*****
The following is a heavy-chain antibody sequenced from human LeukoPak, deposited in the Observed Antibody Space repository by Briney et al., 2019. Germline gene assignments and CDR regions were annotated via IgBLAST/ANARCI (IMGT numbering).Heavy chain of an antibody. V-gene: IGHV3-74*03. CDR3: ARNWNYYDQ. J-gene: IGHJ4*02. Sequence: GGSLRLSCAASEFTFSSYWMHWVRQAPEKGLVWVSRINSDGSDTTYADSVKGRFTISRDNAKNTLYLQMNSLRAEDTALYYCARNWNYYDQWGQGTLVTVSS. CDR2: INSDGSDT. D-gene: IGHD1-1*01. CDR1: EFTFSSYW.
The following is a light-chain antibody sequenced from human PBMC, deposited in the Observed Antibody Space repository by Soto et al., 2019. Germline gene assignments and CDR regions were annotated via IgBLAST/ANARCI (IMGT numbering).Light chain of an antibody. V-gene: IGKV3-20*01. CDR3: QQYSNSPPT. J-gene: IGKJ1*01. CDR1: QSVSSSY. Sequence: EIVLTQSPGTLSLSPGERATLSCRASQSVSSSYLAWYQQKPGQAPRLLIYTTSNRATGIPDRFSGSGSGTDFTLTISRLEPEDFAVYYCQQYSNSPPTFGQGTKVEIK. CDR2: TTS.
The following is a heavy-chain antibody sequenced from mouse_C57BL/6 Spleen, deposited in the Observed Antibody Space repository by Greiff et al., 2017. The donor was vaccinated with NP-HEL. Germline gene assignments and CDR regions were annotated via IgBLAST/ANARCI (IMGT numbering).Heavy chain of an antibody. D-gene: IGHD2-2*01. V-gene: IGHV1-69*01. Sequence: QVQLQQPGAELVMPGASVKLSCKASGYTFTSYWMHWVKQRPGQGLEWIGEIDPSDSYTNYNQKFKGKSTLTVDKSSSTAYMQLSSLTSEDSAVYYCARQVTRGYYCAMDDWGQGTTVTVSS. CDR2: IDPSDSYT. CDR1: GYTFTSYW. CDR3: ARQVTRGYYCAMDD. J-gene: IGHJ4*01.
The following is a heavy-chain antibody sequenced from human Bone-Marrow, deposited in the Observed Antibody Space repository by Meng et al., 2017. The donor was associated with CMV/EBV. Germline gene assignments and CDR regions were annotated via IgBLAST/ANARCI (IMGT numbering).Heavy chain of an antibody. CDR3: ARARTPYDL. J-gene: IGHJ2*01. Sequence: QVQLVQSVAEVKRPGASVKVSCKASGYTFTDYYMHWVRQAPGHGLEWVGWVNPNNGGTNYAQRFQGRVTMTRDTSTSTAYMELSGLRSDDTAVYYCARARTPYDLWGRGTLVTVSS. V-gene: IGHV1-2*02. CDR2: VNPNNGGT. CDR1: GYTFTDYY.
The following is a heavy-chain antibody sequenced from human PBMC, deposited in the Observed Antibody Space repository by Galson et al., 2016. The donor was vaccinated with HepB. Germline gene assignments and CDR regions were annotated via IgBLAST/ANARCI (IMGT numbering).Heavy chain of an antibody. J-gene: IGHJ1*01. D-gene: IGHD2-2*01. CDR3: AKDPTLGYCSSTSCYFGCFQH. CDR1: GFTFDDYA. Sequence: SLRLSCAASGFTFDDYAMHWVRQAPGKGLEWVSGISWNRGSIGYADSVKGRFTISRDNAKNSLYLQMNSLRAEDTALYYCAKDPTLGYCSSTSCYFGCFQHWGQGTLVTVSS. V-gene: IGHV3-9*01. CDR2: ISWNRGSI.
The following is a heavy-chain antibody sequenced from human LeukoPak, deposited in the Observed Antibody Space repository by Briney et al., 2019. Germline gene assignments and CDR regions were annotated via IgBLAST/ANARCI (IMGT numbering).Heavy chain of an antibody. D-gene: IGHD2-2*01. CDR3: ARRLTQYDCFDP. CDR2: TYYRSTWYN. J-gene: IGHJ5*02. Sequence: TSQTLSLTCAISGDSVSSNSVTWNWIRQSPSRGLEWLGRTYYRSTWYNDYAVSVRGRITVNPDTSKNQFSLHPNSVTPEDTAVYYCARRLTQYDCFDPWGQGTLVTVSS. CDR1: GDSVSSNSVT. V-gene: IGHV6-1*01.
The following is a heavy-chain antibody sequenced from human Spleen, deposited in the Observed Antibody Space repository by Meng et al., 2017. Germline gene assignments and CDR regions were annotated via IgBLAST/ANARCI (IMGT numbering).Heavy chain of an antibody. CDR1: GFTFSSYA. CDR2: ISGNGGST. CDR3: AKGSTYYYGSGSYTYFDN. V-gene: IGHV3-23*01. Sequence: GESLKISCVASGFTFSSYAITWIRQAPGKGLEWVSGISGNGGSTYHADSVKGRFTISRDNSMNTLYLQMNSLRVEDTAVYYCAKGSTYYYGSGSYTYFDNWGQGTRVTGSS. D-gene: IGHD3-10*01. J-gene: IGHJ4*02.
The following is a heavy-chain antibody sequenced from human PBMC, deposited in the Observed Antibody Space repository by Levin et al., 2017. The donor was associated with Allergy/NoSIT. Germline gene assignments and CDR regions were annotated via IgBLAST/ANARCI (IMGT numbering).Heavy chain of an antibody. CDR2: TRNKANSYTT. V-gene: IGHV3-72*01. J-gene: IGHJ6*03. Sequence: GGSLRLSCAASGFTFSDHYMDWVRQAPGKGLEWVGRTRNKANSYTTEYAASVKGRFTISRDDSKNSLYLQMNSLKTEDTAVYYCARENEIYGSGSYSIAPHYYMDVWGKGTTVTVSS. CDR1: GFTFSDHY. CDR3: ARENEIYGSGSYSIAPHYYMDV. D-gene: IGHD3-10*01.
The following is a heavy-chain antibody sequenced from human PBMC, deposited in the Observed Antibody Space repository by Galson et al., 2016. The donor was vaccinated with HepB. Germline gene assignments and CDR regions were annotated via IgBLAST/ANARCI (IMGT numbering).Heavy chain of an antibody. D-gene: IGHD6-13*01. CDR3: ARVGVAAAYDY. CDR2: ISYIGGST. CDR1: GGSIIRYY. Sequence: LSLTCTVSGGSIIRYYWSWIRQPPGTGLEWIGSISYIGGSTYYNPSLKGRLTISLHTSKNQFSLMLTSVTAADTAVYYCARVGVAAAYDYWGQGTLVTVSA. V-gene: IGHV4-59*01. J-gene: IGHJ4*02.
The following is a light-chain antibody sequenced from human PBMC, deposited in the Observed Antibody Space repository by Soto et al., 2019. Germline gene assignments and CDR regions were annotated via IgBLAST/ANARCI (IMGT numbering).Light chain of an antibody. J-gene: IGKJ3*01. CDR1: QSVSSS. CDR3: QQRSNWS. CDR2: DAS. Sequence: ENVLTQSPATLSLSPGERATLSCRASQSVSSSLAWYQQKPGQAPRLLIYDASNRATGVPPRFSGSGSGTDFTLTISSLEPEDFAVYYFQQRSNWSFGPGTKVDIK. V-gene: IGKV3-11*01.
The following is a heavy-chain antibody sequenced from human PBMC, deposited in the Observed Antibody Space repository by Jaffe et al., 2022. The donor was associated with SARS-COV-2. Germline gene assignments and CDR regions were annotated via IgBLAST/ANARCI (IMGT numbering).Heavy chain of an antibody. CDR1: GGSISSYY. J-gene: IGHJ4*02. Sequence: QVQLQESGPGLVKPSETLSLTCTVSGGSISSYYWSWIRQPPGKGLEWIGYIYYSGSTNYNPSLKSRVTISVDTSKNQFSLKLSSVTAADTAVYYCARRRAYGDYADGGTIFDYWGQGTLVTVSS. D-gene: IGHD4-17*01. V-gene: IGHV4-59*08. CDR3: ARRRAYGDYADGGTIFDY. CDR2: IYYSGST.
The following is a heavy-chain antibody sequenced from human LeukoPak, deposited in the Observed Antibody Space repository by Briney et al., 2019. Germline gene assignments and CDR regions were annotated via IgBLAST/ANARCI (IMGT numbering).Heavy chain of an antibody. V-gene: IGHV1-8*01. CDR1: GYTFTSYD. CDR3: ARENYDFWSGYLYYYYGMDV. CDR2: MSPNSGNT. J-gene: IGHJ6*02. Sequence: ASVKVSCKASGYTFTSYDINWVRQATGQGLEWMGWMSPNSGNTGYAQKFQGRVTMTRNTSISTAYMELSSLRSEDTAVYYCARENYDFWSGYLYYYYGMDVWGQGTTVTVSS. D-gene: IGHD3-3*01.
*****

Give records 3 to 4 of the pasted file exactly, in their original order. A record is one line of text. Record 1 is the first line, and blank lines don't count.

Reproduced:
The following is a heavy-chain antibody sequenced from mouse_C57BL/6 Spleen, deposited in the Observed Antibody Space repository by Greiff et al., 2017. The donor was vaccinated with NP-HEL. Germline gene assignments and CDR regions were annotated via IgBLAST/ANARCI (IMGT numbering).Heavy chain of an antibody. D-gene: IGHD2-2*01. V-gene: IGHV1-69*01. Sequence: QVQLQQPGAELVMPGASVKLSCKASGYTFTSYWMHWVKQRPGQGLEWIGEIDPSDSYTNYNQKFKGKSTLTVDKSSSTAYMQLSSLTSEDSAVYYCARQVTRGYYCAMDDWGQGTTVTVSS. CDR2: IDPSDSYT. CDR1: GYTFTSYW. CDR3: ARQVTRGYYCAMDD. J-gene: IGHJ4*01.
The following is a heavy-chain antibody sequenced from human Bone-Marrow, deposited in the Observed Antibody Space repository by Meng et al., 2017. The donor was associated with CMV/EBV. Germline gene assignments and CDR regions were annotated via IgBLAST/ANARCI (IMGT numbering).Heavy chain of an antibody. CDR3: ARARTPYDL. J-gene: IGHJ2*01. Sequence: QVQLVQSVAEVKRPGASVKVSCKASGYTFTDYYMHWVRQAPGHGLEWVGWVNPNNGGTNYAQRFQGRVTMTRDTSTSTAYMELSGLRSDDTAVYYCARARTPYDLWGRGTLVTVSS. V-gene: IGHV1-2*02. CDR2: VNPNNGGT. CDR1: GYTFTDYY.